Also unmentioned by Knell is the meeting which took place between Abbas and Hamas leaders in Qatar the day before her report was published.

“The 81-year-old Abbas met with Hamas politburo chief Khaled Mashaal and Hamas’s Gaza leader, Ismail Haniyeh, for a “business lunch” in Doha, the PA’s official news agency Wafa said. […]

The meeting in Doha was attended by the Foreign Minister of Qatar Mohammed bin Abdulrahman bin Jassim Al-Thani, PLO Secretary General Saeb Erekat and Palestinian Ambassador to Qatar Munir Ghanam.”

Veteran analyst Avi Issacharoff interprets that meeting as follows:

“In a turn of events no one could have foreseen mere weeks ago, Palestinian Authority President Mahmoud Abbas — until recently the ally of Egypt and Saudi in the fight against the Muslim Brotherhood and other radical Islamist groups — met on Wednesday with Khaled Mashaal, outgoing head of Hamas’s politburo, and with Ismail Haniyeh, Mashaal’s successor. These meetings took place after Abbas met the previous week with Turkish President Recep Tayyip Erdogan and Qatari Emir Sheikh Tamim bin Hamad al Thani.

Erdogan and Sheikh Tamim are considered strong patrons of the Muslim Brotherhood, the great rival of Egypt and its president, Abdel Fattah el-Sissi. Abbas’s meetings with them, as well as his talks with Mashaal and Haniyeh, the two highest-ranking members of Hamas (the Muslim Brotherhood’s Palestinian offshoot), may even lead to a historic reconciliation with Hamas, though that outcome is still a long way off. Whether such a reconciliation would be a good or a bad thing depends on whom you ask.

So what — or, rather, who — has led Abbas straight into the arms of the Muslim Brotherhood, and maybe even into those of Hamas, just days after a high-ranking Hamas official in Gaza called him a traitor?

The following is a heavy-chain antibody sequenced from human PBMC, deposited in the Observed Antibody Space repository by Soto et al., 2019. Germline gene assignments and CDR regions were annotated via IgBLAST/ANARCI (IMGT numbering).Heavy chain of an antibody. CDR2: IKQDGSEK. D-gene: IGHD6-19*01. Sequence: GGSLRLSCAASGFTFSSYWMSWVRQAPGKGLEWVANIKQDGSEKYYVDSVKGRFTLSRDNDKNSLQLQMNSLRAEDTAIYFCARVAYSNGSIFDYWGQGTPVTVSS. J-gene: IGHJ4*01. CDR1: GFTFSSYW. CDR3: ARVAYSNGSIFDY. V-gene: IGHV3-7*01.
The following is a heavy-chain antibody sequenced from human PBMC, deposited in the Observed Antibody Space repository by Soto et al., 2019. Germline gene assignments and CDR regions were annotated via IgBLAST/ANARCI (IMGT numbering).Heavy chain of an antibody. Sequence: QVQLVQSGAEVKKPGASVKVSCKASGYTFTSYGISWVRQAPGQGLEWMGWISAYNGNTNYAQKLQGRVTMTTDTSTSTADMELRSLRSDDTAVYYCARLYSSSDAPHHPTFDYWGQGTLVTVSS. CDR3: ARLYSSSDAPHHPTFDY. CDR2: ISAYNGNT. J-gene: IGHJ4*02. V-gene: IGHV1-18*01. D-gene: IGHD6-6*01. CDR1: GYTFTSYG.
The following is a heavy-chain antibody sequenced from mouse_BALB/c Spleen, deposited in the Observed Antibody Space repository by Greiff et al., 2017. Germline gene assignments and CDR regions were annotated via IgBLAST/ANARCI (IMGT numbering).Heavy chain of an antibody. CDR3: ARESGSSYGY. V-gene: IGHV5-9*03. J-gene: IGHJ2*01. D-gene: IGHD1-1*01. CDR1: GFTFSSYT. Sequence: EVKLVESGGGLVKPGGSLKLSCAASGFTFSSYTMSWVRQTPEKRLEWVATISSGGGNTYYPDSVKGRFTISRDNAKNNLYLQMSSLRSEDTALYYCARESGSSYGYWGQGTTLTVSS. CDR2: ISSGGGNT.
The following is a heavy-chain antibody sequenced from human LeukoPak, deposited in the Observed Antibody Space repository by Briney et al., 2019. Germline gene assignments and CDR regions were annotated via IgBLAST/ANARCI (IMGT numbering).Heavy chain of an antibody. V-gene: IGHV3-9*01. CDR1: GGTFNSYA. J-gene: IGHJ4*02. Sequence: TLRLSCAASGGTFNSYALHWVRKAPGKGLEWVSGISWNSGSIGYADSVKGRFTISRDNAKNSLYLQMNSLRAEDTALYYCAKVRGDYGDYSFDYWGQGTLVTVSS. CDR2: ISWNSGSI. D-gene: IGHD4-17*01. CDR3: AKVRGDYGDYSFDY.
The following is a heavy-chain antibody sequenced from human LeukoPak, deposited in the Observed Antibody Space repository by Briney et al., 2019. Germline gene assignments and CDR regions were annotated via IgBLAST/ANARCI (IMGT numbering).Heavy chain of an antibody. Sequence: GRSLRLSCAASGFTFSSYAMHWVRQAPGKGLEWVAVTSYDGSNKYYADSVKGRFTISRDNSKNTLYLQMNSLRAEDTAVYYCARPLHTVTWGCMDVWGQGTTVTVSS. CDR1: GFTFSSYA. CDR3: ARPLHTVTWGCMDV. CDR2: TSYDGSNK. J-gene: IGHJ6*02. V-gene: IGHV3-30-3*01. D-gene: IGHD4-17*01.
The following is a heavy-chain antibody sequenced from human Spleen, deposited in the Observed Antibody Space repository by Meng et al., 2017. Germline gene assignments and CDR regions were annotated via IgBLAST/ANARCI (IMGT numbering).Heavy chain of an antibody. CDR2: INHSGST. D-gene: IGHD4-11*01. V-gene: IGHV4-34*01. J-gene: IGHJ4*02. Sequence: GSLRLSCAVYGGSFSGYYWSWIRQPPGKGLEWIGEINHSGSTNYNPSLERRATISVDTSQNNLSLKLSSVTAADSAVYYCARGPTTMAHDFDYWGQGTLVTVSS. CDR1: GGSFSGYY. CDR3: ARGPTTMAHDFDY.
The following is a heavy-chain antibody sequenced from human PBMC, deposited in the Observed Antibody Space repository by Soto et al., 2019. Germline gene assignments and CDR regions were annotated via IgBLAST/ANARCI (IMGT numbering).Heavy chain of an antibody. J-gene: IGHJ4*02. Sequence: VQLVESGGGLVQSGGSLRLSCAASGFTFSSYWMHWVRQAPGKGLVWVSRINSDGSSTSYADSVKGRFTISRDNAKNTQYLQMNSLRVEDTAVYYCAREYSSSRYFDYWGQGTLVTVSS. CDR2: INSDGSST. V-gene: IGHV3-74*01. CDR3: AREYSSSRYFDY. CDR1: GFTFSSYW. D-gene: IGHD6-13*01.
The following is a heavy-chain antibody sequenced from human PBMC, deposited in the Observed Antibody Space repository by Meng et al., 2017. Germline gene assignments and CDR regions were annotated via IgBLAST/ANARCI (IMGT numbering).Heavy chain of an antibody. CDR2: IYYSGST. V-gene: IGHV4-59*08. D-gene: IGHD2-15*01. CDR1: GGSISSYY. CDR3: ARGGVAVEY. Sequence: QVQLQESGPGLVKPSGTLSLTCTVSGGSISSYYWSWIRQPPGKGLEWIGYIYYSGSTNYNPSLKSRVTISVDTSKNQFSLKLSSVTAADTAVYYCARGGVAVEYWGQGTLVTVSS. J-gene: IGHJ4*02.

The answer is simple: Mohammad Dahlan. This former high-ranking Fatah official, who has been challenging Abbas for several years, succeeded this week in areas where even Hamas has failed. He managed to get Cairo on his side in the fight against Abbas and proved how weak and shaky Abbas’s status is in the Arab world.”

As Issacharoff also points out, another succession struggle is also underway:

“…everybody is busy with the question of “the day after.” Many members of Fatah fear that the day is fast approaching when Fatah will split over the uncompromising battle between Dahlan and Abbas, and Hamas will become more powerful still.

It should be emphasized that Dahlan is not the only one in Fatah to be marking out territory in anticipation of the fight over the succession.

The highest levels of Fatah, as a whole, are busy with Fatah’s general assembly, which is set to take place in late November and can point the way to who Abbas’s successor might be. Fatah’s Central Council will be elected during the assembly — and according to Fatah’s bylaws, it is only from the Central Council that Abbas’s successor, Fatah’s next chairman, may be chosen. It is also likely that the assembly will elect Fatah’s deputy chairman, who could, in time, succeed to the chairmanship.”

All that internal Palestinian conflict is obscured by Knell. She does however find it necessary to promote ‘analysis’ from a Belgium-based NGO.

“…there is no clear frontrunner and analysts warn against second-guessing the dynamics within Fatah.

“The names you hear about most often are basically former security people because these are whom Israel is most comfortable with and whom Western donors have interacted with and vetted,” says Nathan Thrall of International Crisis Group.

“These sometimes correlate with what’s realistic in Fatah power structures but oftentimes not.””

So is Yolande Knell unaware of the back story to the issue she supposedly set out to explain to BBC audiences? A vaguely worded caption to one of the images used to illustrate the article suggests not.

knell-abbas-art-pic

The question that therefore arises is why the BBC’s funding public and worldwide audiences are not being told the whole story. 

 

Comparing BBC reporting on ISIS and Hamas tunnels

When in the summer of 2014 the BBC finally got round to providing its audiences with information about Hamas’ cross-border attack tunnels thirteen days after the conflict began, the corporation was unable to describe the purpose of those tunnels to audiences in its own words.

Billed “Gaza ‘terror tunnels’ in 60 secs” on the BBC News website’s Middle East page, the filmed report appeared under the equally interestingly punctuated title “Middle East crisis: Israel releases ‘Gaza tunnel footage'”. In the synopsis audiences were told that:tunnels vid 1